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'[TECH] Hobbyest-friendly OBD-II Reader'
2009\06\22@193729 by Forrest Christian

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I have a need for a OBD-II reader this coming weekend and figured I  
would use the need as an excuse to buy a reader I could use to  
experiment with as well, such as playing with building a trip computer  
or fuel economy guage as well.

I know that at least one member on here is in the business of selling  
such devices, so of course I'm interested in those, along with others  
which might be available.  I'm thinking of something with a serial or  
USB interface and also something that has an open interface so it can  
be accessed by my own software.

Since I've never actually played with the obd interface I'm not even  
really sure what to look for, so any ideas would be welcomed.

Thanks!

Forrest

Sent from my iPod

2009\06\23@165421 by Vitaliy

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Forrest Christian wrote:
>I have a need for a OBD-II reader this coming weekend and figured I
> would use the need as an excuse to buy a reader I could use to
> experiment with as well, such as playing with building a trip computer
> or fuel economy guage as well.
>
> I know that at least one member on here is in the business of selling
> such devices, so of course I'm interested in those, along with others
> which might be available.  I'm thinking of something with a serial or
> USB interface and also something that has an open interface so it can
> be accessed by my own software.
>
> Since I've never actually played with the obd interface I'm not even
> really sure what to look for, so any ideas would be welcomed.

The member is probably me, and the company is ScanTool.net
(http://www.scantool.net).

There are many different OBD interfaces out there, but the main difference
is the protocol on the PC side. These are the ones off the top of my head:

http://www.elmelectronics.com
http://obddiagnostics.com/
www.multiplex-engineering.com/interfaces.htm
http://autotap.com/
http://www.obd-2.com/

Everyone else either uses interfaces made by these companies, or makes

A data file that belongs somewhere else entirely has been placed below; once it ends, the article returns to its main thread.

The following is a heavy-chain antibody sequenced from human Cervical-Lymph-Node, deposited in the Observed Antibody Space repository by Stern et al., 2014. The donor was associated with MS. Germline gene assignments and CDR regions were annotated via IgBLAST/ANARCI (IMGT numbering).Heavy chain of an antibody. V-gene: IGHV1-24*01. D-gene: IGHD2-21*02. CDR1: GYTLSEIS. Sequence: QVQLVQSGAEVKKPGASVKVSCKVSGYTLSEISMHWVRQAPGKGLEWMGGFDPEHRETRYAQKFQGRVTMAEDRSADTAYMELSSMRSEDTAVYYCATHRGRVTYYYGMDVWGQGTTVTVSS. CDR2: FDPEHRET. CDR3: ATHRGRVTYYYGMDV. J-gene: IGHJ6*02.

"compatibles". For example, Autoenginuity uses interfaces built by
Multiplex.

Our scan tools are based on the ELM327 IC by Elm Electronics. In 2002, we
released open source diagnostic software compatible with the ELM command
set, and today ELM327-based interfaces or ELM327 clones are by far the most
popular PC-based scan tools.

The Autotap protocol looks solid and I've heard good things about it. The
Multiplex protocol is the most awful protocol I've seen.

ELM327 protocol is an adaptation of the AT command set. For example:

ATZ = reset device
ATE1 = echo on
ATI = print ID string

OBD commands are sent without the headers (ELM327 automatically calculates
them). So to get RPM, you would send:

010C

Coolant temperature is 0105, vehicle speed is 010D, and so on. By default,
responses also contain only data (no headers), so you would get back:

// 41 is response to 01, the second byte is the Param ID (PID)
41 0C 01 23    // last two bytes are data, 1/4 RPM per bit
41 05 FF          // last byte is data, 1 degree per bit w/ 40C offset
41 0D FF        // 255 km/hr

If you're going to do any serious development, I would strongly advise you
to get an ECU simulator:

http://www.ecusims.com

Alternatively, you can get an ECU from a junk yard, but varying PIDs would
be problematic.

If you decide that one of our interfaces is a good choice, please drop me an
email and I'll send you a discount code. :)

Vitaliy

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